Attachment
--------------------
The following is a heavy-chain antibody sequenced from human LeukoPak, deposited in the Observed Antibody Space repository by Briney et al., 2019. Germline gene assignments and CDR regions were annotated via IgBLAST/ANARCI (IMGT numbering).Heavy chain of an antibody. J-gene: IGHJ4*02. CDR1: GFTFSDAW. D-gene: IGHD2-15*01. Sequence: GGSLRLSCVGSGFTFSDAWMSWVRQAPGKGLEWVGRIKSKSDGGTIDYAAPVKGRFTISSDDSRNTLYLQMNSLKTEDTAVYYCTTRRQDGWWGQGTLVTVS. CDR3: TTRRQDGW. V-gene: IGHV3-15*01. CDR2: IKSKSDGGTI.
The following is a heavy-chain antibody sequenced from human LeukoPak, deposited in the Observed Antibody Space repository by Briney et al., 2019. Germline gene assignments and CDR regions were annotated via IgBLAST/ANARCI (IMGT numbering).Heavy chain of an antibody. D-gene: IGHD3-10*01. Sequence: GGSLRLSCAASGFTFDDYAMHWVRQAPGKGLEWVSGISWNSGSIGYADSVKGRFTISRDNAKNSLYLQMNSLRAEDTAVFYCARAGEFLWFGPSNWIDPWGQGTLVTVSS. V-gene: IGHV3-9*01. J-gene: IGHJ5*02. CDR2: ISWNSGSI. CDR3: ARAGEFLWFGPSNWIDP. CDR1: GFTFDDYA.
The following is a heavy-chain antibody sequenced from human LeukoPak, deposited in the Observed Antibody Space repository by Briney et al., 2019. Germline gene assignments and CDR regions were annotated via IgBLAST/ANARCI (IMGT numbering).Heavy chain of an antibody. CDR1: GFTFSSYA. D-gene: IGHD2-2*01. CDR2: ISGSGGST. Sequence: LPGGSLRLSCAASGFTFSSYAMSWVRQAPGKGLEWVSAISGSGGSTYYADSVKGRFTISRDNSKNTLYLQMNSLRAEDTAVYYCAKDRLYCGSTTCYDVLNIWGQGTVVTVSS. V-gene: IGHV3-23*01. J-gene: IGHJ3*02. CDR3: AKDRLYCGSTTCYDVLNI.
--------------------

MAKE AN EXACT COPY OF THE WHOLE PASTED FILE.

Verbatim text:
The following is a heavy-chain antibody sequenced from human LeukoPak, deposited in the Observed Antibody Space repository by Briney et al., 2019. Germline gene assignments and CDR regions were annotated via IgBLAST/ANARCI (IMGT numbering).Heavy chain of an antibody. J-gene: IGHJ4*02. CDR1: GFTFSDAW. D-gene: IGHD2-15*01. Sequence: GGSLRLSCVGSGFTFSDAWMSWVRQAPGKGLEWVGRIKSKSDGGTIDYAAPVKGRFTISSDDSRNTLYLQMNSLKTEDTAVYYCTTRRQDGWWGQGTLVTVS. CDR3: TTRRQDGW. V-gene: IGHV3-15*01. CDR2: IKSKSDGGTI.
The following is a heavy-chain antibody sequenced from human LeukoPak, deposited in the Observed Antibody Space repository by Briney et al., 2019. Germline gene assignments and CDR regions were annotated via IgBLAST/ANARCI (IMGT numbering).Heavy chain of an antibody. D-gene: IGHD3-10*01. Sequence: GGSLRLSCAASGFTFDDYAMHWVRQAPGKGLEWVSGISWNSGSIGYADSVKGRFTISRDNAKNSLYLQMNSLRAEDTAVFYCARAGEFLWFGPSNWIDPWGQGTLVTVSS. V-gene: IGHV3-9*01. J-gene: IGHJ5*02. CDR2: ISWNSGSI. CDR3: ARAGEFLWFGPSNWIDP. CDR1: GFTFDDYA.
The following is a heavy-chain antibody sequenced from human LeukoPak, deposited in the Observed Antibody Space repository by Briney et al., 2019. Germline gene assignments and CDR regions were annotated via IgBLAST/ANARCI (IMGT numbering).Heavy chain of an antibody. CDR1: GFTFSSYA. D-gene: IGHD2-2*01. CDR2: ISGSGGST. Sequence: LPGGSLRLSCAASGFTFSSYAMSWVRQAPGKGLEWVSAISGSGGSTYYADSVKGRFTISRDNSKNTLYLQMNSLRAEDTAVYYCAKDRLYCGSTTCYDVLNIWGQGTVVTVSS. V-gene: IGHV3-23*01. J-gene: IGHJ3*02. CDR3: AKDRLYCGSTTCYDVLNI.